To Vaccinate or Not to Vaccinate, that is the Question

To Vaccinate or Not to Vaccinate, that is the Question

In my Vistage meetings this week, we had an interesting discussion on whether or not my members would make their employees get a COVID vaccine. While there was a brief discussion on whether or not you could legally make your employees get vaccinated, we primarily discussed what each person would do. (Apparently, you can with two exceptions, medical conditions make it dangerous and religious objections. For more see, Can I Be Required To Get Vaccinated Against Covid-19?). The results were diverse and ranged from:

  • “No!” “I would take it myself but would not force my employees to do so because they may leave.”
  • “I have many conspiracy theorists among a section of my workforce, and they will object.”
  • “No, I don’t want to be sued.”
  • “If they want to travel, they have to.”
  • “If they want to work in the office, they have to as we have health comprised people in the office.”

However, what stood out in the discussion was that none of the CEOs framed their response within their Core Values. Again, as Jim Collins says, Core Values are so important that we would be willing to lose profit rather than breach them. Thus, if our Core Values are that important, indeed, they should frame our response to the vaccination question. If we don’t, then once more, our Core Values are only words on a wall or a pad but have no impact on the organization and behavior in it. In that case, they are worthless, and your employees lose trust in your words and statements because they are just that – words, and not beliefs.

Regardless of whether your Core Values are just words on a wall or actively known by every employee, a complex issue like vaccination stresses them and how they are understood within the organization. Those of you who read my blogs know that I have said that Core Values provide employees a framework for making decisions within an organization. However, if your Core Value is “Respect,” what does that mean, especially in the COVID vaccine world? Does it mean:

  • Out of RESPECT for our fellow workers, we will all vaccinate.
  • Out of RESPECT for you, your opinion, and your decision making, we will allow you to do what you think is best.
  • Out of RESPECT for you, we will enable you to determine what you put in your body.
  • Out of RESPECT for our clients, we will vaccinate those that are client-facing.
  • Out of RESPECT for our employees’ health and decision making, we will allow those that don’t want to be vaccinated to work from home so they can’t infect anyone in the office.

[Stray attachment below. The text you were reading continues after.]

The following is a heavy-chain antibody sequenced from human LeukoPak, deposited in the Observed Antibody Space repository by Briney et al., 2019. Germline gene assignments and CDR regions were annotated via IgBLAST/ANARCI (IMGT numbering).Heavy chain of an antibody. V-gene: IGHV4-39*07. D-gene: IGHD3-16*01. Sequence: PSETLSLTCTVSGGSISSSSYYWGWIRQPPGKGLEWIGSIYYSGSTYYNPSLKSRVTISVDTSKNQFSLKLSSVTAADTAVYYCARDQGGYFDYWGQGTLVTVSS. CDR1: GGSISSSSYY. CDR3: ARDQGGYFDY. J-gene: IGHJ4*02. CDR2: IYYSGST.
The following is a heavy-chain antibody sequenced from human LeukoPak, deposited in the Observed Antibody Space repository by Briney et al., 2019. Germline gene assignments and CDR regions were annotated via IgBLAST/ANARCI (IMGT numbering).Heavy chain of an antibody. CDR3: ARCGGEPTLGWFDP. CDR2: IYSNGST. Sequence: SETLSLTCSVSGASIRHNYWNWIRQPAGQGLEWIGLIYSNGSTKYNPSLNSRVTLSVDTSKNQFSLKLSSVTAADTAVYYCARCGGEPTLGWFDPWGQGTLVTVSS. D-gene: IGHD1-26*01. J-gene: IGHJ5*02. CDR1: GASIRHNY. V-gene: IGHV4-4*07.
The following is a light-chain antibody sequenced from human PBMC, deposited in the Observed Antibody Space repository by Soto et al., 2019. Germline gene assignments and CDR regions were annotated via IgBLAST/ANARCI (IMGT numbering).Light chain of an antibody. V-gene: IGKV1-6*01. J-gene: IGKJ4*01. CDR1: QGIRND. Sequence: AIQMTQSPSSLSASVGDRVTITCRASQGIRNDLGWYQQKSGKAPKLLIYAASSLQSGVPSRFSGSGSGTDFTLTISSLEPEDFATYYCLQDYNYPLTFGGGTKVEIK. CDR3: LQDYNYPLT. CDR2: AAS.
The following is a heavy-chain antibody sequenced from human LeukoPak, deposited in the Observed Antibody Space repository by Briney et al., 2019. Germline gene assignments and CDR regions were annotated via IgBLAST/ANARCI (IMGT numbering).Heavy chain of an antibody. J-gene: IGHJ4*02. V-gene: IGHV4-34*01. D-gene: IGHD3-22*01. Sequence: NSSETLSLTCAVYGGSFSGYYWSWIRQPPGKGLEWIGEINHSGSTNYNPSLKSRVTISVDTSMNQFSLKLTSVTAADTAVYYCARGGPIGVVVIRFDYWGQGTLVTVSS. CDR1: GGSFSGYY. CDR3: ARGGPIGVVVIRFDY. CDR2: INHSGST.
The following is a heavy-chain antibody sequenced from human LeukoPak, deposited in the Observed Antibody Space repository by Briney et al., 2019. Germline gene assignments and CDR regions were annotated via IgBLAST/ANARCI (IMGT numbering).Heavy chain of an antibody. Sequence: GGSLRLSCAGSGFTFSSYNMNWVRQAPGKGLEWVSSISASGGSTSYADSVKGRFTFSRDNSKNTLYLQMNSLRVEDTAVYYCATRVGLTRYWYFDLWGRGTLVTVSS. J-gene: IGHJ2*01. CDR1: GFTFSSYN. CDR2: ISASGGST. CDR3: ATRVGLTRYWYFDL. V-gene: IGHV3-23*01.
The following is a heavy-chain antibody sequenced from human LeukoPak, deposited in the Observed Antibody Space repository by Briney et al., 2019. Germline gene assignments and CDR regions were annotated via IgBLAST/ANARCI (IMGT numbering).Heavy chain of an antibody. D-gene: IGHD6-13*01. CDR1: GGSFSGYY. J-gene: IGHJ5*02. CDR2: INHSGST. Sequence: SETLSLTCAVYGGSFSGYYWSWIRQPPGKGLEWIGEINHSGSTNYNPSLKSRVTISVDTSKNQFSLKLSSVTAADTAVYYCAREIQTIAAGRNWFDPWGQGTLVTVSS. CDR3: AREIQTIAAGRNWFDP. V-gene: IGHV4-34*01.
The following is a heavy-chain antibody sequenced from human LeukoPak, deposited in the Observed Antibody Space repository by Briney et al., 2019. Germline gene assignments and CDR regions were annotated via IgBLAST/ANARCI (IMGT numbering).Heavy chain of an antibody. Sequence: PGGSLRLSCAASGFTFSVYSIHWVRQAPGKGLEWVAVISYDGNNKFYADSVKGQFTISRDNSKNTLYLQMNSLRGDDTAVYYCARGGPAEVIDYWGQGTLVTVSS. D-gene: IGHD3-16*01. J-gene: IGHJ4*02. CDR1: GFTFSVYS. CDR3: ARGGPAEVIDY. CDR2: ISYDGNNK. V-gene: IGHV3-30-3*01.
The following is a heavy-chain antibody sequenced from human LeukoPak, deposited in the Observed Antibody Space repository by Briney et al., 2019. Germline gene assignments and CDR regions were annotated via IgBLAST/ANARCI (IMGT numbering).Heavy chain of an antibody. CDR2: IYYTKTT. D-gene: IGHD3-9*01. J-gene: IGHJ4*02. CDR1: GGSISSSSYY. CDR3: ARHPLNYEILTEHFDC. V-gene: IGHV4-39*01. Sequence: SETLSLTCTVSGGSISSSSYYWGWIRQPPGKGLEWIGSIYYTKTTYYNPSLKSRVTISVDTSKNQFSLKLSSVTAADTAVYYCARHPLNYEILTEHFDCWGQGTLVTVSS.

• Out of RESPECT for our fellow citizens, we will all vaccinate to get to herd immunity quicker.
  • Out of RESPECT for your health-compromised family, we will allow you to work from home until it is safe to return to the office, whether that be one month or five years.

As you can see, a single word like RESPECT can have many different interpretations, and this is where things get complicated. For example, if you determine that your version of RESPECT is the second one, “Out of RESPECT for you, your opinion, and your decision making, we will allow you to do what you think is best.” You apply that to COVID, then surely it applies to all decisions they make within the organization. While we all like to push decision-making down, the leadership team has to be able to override decisions and impose its desires in certain instances. So what are those situations, and where is the line?

Core Values are more than just words or statements. They have meaning, and the organization can only succeed if the intention is understood equally by everyone in the organization. To see how you are doing, ask your employees if they know what the organization’s Core Values are, and how they should be understood. Your employees may often find it hard to define them, so offer them situations and ask, “what should someone in the organization do?”

Here you might find a great deal of diversity of opinion. To overcome this and teach your Core Values, I think the best way is to rely on corporate folklore. Your company needs stories of the founder, the CEOs, the great people in its history, and how they behaved in situations that reflect the company’s Core Values. Having corporate folklore and ensuring that employees learn the stories and their meaning as part of the onboarding process will create greater belief in, and understanding of, your Core Values. Furthermore, make sure to repeat the folklore stories whenever a situation arises where they are relevant. Repeating them drives home learning until everyone knows your Core Values and how they should be interpreted.

Returning to the COVID vaccinations decision. Well, regardless of your Core Values, the decision of whether or not to require employees to be vaccinated will be hard. However, I would recommend that, first of all, you be a leader in your decision and state it with leadership in mind. If you want them vaccinated, be at the front of the line. Second, figure out how your decision fits with your Core Values and explain that way. Of course, it has to work; if it is a stretch or plain contradictory, then maybe you need to re-examine your Core Values.

Good luck, and may you stay safe in the meantime.

 

Copyright (c) 2020, Marc A. Borrelli

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As we have all struggled through 2020 and the difficulties of lockdowns and WFH, our core values are guiding decision making and holding us together as organizations. Talking to a senior executive recently, he said that COVID had destroyed his organization’s comradery, and no one felt connected. However, on further investigation, it appeared that the company has no core values, as they thought them irrelevant.

I find companies without clearly articulated core values can rarely define, “Why do you exist?” If you have no core values, no guiding mission, and everyone is now working from home, what bonds the team together? The only thing is the paycheck. However, we know that money is a terrible motivator. Scholars at the London School of Economics looked at 51 studies on pay-for-performance schemes and concluded: